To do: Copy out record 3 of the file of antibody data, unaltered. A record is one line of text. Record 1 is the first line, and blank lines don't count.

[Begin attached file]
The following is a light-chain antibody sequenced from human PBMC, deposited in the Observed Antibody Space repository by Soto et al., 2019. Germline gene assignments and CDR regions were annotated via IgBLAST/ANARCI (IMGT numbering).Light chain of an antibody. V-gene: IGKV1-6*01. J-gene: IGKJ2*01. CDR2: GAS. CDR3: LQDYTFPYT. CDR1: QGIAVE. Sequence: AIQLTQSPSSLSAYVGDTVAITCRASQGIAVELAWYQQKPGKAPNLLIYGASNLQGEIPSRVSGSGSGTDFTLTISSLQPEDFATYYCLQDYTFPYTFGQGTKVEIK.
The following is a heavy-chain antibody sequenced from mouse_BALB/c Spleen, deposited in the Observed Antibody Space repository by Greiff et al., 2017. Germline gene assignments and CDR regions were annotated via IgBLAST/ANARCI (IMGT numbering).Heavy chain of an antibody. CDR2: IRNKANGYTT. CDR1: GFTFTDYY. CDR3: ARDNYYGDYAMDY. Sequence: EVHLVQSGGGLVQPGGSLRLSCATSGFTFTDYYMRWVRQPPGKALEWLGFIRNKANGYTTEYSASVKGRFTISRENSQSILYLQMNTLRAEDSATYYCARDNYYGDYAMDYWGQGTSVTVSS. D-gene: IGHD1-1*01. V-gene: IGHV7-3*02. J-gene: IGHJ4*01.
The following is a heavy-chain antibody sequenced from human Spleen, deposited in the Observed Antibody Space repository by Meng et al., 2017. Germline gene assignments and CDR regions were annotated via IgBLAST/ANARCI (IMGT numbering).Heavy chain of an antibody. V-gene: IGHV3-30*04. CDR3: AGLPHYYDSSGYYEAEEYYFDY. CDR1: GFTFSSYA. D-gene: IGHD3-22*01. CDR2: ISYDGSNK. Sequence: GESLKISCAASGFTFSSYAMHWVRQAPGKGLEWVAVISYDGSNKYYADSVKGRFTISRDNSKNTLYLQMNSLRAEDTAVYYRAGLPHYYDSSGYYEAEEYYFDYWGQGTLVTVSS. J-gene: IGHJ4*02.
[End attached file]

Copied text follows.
The following is a heavy-chain antibody sequenced from human Spleen, deposited in the Observed Antibody Space repository by Meng et al., 2017. Germline gene assignments and CDR regions were annotated via IgBLAST/ANARCI (IMGT numbering).Heavy chain of an antibody. V-gene: IGHV3-30*04. CDR3: AGLPHYYDSSGYYEAEEYYFDY. CDR1: GFTFSSYA. D-gene: IGHD3-22*01. CDR2: ISYDGSNK. Sequence: GESLKISCAASGFTFSSYAMHWVRQAPGKGLEWVAVISYDGSNKYYADSVKGRFTISRDNSKNTLYLQMNSLRAEDTAVYYRAGLPHYYDSSGYYEAEEYYFDYWGQGTLVTVSS. J-gene: IGHJ4*02.